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Strength-based family assessment: A paradigm shift utilizing a family functioning scale to identify strengths

Marcia Lee Krasnow, University of Massachusetts Amherst


Enhancing and facilitating a strength-based intervention model presents a challenge for practitioners and those involved in program design and policy. This study examined a shift away from a deficit-based approach and toward strength-based assessment of family functioning within current early childhood practices. The initial effectiveness of the Family Functioning Style Scale in facilitating the re-framing of family functioning was assessed and patterns of reported family strengths were analyzed and compared. A random sample of 64 parents, equally representing four different early childhood program models, were asked to complete the scale, participate in informal discussion, complete a follow-up questionnaire, and answer follow-up questions individually three months later. The sample of parents reflected equal distribution among Head Start, Day Care, Early Intervention and Pre-School Special Education programs as well as represented equal distribution with respect to ages served (0-3, 3-5) and special education program and regular education models. The study also included a sample of 13 professionals, representing the four programs, who completed the scale based upon their knowledge of 13 of the families in the parent sample. While inter-class correlation coefficients indicated that there was no significant evidence to show that there was a difference in the rating of family strengths between parents and professionals, professionals expressed a need to gain further familiarity with the strengths of families they served. When asked if completing the scale helped them to identify family strengths, 77.6% of the respondents to this question indicated that they felt the scale had been effective. The area of strength most frequently reported by the total sample was in cohesion. The area of strength least frequently reported by this sample was in communication. Income was significantly correlated with the full scale score (FFSS) and the strength dimensions of competence and cohesion. Risk factors, such as low income and social isolation, were felt to impact the reporting of strengths within each sub-group. Several significant differences between the four sub-groups were reported with respect to the full scale mean scores as well as within several of the strength dimensions. This study supported further investigation of the use and effectiveness of scales as well as the option of interviews in order to assess family strengths and facilitate a strength-based model for intervention. In addition, the researcher emphasized the importance of staff training and policy formation in order to support program models in their effort to create environments which will maximize the recognition of family strengths and nurture the empowerment of families.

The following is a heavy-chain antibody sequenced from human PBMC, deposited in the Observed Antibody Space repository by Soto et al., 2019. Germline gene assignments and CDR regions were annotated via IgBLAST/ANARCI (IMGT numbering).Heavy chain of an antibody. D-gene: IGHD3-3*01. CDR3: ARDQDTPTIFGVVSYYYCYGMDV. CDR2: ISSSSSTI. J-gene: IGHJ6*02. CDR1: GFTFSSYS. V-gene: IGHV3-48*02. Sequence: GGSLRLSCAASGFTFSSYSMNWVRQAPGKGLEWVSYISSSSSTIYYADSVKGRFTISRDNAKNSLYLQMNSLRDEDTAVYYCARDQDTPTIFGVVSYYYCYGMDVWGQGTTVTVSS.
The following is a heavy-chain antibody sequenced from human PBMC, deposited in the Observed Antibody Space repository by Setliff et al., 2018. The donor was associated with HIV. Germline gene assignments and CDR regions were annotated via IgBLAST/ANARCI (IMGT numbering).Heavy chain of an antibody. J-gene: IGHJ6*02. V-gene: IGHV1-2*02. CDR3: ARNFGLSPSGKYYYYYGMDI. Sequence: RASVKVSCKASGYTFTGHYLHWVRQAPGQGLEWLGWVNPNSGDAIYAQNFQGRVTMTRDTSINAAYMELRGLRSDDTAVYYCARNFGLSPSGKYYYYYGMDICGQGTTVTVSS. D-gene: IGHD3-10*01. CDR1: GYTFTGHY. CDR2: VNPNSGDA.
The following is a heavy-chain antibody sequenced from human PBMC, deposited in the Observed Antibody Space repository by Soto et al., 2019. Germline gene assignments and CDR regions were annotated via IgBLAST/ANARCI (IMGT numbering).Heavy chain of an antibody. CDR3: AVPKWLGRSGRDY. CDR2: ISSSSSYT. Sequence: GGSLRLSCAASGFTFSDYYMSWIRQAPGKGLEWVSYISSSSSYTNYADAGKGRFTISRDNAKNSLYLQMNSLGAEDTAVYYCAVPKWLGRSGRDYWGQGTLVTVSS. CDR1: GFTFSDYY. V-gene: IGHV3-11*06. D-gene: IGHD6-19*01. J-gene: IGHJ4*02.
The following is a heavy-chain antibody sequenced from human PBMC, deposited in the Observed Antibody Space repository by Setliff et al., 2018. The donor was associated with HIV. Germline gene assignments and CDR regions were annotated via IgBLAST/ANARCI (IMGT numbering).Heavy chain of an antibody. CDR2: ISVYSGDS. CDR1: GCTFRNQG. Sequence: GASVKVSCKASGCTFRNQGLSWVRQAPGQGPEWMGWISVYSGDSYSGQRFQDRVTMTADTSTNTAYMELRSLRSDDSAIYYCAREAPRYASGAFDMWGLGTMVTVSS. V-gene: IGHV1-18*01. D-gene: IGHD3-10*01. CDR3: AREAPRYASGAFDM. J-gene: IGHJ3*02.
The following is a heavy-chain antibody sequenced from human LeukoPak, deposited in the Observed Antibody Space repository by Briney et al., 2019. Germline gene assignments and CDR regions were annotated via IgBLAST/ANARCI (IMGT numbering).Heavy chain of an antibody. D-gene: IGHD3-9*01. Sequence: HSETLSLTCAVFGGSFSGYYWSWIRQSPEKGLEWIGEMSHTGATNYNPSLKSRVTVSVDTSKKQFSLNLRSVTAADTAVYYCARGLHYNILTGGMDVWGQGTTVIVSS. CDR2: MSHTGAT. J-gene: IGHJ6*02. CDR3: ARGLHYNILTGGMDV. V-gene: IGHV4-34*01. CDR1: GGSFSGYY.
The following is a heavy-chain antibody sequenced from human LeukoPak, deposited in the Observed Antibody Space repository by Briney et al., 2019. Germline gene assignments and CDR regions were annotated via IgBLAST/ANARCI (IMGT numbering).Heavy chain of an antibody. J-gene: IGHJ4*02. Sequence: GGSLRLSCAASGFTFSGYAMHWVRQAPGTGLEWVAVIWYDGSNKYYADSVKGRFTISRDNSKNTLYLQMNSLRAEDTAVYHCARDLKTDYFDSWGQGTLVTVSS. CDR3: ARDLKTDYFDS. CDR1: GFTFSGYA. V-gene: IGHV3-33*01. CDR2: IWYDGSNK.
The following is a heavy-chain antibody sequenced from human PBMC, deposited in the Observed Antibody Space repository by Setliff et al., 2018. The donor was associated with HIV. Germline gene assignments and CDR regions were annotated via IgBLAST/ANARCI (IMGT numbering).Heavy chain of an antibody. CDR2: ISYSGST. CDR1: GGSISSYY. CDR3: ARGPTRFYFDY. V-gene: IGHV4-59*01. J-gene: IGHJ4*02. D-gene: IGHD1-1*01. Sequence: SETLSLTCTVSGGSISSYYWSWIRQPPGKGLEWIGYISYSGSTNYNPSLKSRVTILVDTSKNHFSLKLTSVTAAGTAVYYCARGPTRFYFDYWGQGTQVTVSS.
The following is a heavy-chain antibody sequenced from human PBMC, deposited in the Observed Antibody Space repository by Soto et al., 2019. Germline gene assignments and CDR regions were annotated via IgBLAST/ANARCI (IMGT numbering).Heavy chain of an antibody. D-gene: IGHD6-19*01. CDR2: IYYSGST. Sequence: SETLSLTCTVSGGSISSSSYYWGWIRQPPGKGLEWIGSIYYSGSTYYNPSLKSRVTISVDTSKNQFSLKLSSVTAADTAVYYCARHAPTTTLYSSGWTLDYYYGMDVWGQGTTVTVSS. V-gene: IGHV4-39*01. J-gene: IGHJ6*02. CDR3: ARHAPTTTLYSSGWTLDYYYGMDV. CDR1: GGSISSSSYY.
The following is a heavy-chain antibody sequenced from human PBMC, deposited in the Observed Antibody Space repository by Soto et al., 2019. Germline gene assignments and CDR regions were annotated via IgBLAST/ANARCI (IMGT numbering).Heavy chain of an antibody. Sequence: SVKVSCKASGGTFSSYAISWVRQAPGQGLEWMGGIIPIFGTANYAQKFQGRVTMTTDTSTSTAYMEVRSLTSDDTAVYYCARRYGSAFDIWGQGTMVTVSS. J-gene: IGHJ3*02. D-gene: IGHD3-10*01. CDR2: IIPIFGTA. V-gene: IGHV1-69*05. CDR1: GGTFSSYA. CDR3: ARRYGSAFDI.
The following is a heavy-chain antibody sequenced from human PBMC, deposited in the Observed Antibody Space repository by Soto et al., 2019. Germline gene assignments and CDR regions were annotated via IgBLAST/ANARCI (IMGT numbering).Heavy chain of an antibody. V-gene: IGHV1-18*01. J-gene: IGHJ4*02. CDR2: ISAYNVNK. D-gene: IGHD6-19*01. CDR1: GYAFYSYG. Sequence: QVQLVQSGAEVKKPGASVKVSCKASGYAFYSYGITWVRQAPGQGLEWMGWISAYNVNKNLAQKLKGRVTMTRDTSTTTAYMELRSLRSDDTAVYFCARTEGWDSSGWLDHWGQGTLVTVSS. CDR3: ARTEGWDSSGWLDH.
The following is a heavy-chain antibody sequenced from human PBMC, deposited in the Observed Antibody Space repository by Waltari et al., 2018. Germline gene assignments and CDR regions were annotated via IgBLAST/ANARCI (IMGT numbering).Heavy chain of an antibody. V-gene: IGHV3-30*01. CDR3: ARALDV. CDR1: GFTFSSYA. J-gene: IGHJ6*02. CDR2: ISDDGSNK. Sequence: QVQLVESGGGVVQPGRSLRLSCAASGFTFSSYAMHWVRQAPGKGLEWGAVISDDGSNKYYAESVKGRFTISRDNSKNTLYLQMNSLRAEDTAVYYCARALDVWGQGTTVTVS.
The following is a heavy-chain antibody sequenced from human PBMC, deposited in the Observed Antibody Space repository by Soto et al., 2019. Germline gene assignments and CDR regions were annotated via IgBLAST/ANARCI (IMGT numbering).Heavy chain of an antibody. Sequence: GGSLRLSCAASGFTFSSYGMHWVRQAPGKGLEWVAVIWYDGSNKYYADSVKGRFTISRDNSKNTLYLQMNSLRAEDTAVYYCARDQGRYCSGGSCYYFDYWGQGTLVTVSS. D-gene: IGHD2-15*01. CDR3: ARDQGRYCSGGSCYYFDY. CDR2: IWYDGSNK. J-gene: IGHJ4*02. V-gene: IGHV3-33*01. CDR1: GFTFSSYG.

Subject Area

Preschool education|Developmental psychology|Educational psychology|Social work|Families & family life|Personal relationships|Sociology

Recommended Citation

Krasnow, Marcia Lee, "Strength-based family assessment: A paradigm shift utilizing a family functioning scale to identify strengths" (1995). Doctoral Dissertations Available from Proquest. AAI9524721.